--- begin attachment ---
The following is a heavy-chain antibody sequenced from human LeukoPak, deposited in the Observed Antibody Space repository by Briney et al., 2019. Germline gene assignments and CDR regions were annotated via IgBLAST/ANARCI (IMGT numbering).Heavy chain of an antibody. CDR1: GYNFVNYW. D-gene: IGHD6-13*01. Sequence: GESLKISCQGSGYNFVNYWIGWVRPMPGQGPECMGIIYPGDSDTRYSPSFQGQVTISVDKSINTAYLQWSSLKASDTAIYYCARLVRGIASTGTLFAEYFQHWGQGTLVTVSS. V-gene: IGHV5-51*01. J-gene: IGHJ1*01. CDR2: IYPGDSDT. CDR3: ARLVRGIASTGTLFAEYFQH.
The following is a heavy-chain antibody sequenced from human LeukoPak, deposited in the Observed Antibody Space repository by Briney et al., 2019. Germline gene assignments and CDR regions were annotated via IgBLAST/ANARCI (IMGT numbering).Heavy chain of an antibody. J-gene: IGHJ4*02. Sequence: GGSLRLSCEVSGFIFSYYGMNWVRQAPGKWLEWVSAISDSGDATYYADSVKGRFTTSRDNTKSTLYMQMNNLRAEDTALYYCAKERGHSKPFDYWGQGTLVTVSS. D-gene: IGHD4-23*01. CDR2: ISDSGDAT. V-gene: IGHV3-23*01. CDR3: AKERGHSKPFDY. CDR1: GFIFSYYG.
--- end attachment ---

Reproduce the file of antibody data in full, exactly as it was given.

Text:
The following is a heavy-chain antibody sequenced from human LeukoPak, deposited in the Observed Antibody Space repository by Briney et al., 2019. Germline gene assignments and CDR regions were annotated via IgBLAST/ANARCI (IMGT numbering).Heavy chain of an antibody. CDR1: GYNFVNYW. D-gene: IGHD6-13*01. Sequence: GESLKISCQGSGYNFVNYWIGWVRPMPGQGPECMGIIYPGDSDTRYSPSFQGQVTISVDKSINTAYLQWSSLKASDTAIYYCARLVRGIASTGTLFAEYFQHWGQGTLVTVSS. V-gene: IGHV5-51*01. J-gene: IGHJ1*01. CDR2: IYPGDSDT. CDR3: ARLVRGIASTGTLFAEYFQH.
The following is a heavy-chain antibody sequenced from human LeukoPak, deposited in the Observed Antibody Space repository by Briney et al., 2019. Germline gene assignments and CDR regions were annotated via IgBLAST/ANARCI (IMGT numbering).Heavy chain of an antibody. J-gene: IGHJ4*02. Sequence: GGSLRLSCEVSGFIFSYYGMNWVRQAPGKWLEWVSAISDSGDATYYADSVKGRFTTSRDNTKSTLYMQMNNLRAEDTALYYCAKERGHSKPFDYWGQGTLVTVSS. D-gene: IGHD4-23*01. CDR2: ISDSGDAT. V-gene: IGHV3-23*01. CDR3: AKERGHSKPFDY. CDR1: GFIFSYYG.